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Is my 8085 micro actually running?

Discussion in 'Computers, Hardware, and Operating Systems' started by AA7EJ, Mar 30, 2012.

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  1. AA7EJ

    AA7EJ Ham Member QRZ Page

    I have 8085 CPU controlled Cushman CE6000 analyzer.
    I am pretty sure the main controlling CPU board is not working properly.
    For example the _W/R signal appears to be low all the time.

    The problem is that I do not have easy access to the CPU board when installed so I am going to pull it out and test it with just power applied – no interface to the rest of the equipment.

    The question:
    Assuming that I have the processor clock running – what other signals can I use to check if the micro is actually working?

    I only know what it suppose to do on power up – specific display on LCD after 10 seconds and I am not getting it. But the display works - sort off.

    I should be able to trigger on CPU RESET.

    Any help from 8085 guru would be greatly appreciated.

    73 Vaclav
  2. W9GB

    W9GB Ham Member QRZ Page

    Original QRZ Q&A Thread about this Cushman CE6000 analyzer

    Welcome to 1977 !! .....

    The problem MAY not be with the 8085, but with associated 8088/8086 era support ICs.
    Pin No. 40 is used for the power supply (+5v) and pin No. 20 for Ground.
    Pin No. 39 is used as the Hold pin.
    Pins No. 15 to No. 8 are generally used for Address Buses.

    Schematic is almost required for shorten the amount of troubleshooting required

    You will need:

    Datasheet for the Intel 8085 uProcessor

    N8VEM leads a group of computer hobbyists, some are also radio amateurs,
    that build and program (firmware, OS, and applications) for 8-bit processors.

    Last edited: Mar 31, 2012
  3. AA7EJ

    AA7EJ Ham Member QRZ Page

    No problem here - I have TWO logic probes - working Tek 464 dual storage scope.
    I have obtained REAL schematic of the box and happy to report that I already found and fixed with jumper wire one flaky data signal. (Corroded feed thru on PCB)
    This afternoon I have "discovered " a minor discrepancy in the schematic - the CPU circuit board layout has what appears to be a CPU crystal, however, the schematic itself has no crystal and the 5 MHz CLK signal comes from yet not identified source / board.
    After few refresher attempts to relearn the 8085 I am confident that I can use ALE signal to partially verify 8085 operation.
    And that is what I am after right now, working CPU.
    Verifying the data and the address bus signals in proper places will be a cake walk than.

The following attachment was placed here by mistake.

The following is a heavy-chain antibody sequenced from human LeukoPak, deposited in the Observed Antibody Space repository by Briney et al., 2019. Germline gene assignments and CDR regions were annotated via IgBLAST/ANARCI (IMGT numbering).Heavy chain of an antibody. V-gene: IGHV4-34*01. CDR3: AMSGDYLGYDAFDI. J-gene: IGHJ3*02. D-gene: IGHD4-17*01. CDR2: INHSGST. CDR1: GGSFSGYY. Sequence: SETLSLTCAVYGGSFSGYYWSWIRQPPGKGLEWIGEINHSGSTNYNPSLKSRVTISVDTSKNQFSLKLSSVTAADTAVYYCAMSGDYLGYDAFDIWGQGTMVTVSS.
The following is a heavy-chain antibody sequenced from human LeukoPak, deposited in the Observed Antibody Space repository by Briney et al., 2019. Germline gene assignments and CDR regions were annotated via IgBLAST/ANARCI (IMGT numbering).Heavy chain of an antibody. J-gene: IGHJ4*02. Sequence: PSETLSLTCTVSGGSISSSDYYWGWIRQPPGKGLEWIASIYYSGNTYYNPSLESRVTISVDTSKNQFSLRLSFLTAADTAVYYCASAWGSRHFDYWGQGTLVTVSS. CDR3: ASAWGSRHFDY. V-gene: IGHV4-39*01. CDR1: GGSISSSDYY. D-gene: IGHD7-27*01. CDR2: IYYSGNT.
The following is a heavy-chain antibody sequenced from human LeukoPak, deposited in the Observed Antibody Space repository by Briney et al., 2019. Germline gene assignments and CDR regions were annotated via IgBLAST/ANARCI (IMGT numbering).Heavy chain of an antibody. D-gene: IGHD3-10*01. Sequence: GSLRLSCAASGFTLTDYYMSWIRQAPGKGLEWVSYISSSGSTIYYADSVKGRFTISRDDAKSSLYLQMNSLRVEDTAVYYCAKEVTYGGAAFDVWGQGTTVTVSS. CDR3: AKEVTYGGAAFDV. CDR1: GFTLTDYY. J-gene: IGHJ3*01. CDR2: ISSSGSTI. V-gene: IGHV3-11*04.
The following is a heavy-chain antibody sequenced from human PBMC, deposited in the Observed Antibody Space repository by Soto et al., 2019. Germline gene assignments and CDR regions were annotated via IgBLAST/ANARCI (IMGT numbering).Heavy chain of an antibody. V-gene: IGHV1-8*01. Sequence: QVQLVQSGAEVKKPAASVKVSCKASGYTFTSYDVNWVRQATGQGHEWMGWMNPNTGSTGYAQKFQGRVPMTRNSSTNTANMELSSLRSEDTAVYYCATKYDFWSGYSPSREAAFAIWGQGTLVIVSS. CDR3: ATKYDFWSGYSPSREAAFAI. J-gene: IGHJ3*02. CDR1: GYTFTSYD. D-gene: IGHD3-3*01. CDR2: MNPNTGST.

73 Vaclav
  4. AB9LZ

    AB9LZ Ham Member QRZ Page

    Is there a uv erasable prom in that thing? If so, it may have lost it's mind.

    Btw, if thats the case, you'll "see" lots of seemingly valid logic signals, but the thing will just flat out fail to initialize correctly.

    73 m/4
  5. AA7EJ

    AA7EJ Ham Member QRZ Page

    Yes, it does have an UV eprom and when I was initially working on it I had my work light pretty close to it before I realized the light has UV filter on it hence it must generate some UV under normal operation..
    I have been advised it takes a real UV light , close distance and few minutes to actually erase it.
    So basically I am not sure if it is healthy or gone.
    It suppose to go thru specific display on power up and it does that about 5% of the time.
    But it also should take 10 seconds to stay in that state and it does not do that – even when I use manual RESET.
    But that was when the CPU clock was working at 4.7 MHz.
    I did find some strange levels on one of the true data buses and bypassed some questionable traces.
    Right now I have a manual RESET switch and the LCD goes thru this reset but than the display is not right , but it is always the same. So I figured some other data trace is messed up.
    On top of that – I cannot get any input keys to show up at all.
    But if the eprom is gone – the analyzer goes to the dump because I am sure I will not find another one because it is major pain to open up the box and nobody will do that if their box is OK HI HI HI.
  6. AB9LZ

    AB9LZ Ham Member QRZ Page

    I've seen more than a few instances where the eproms have failed in equipment that old, since i wrote the original code, it was a simple matter of blitzing the chip ( it takes a pretty powerful uv source to erase them so don't be concerned about a desk lamp) and reprogramming, and all was fine.

    The symptom you describe are similar to the problems I had, no display, clocks are running, power is ok, everything seems fine otherwise.

    Not sure what internal physics are at work, but they do go bad.

    73 m/4
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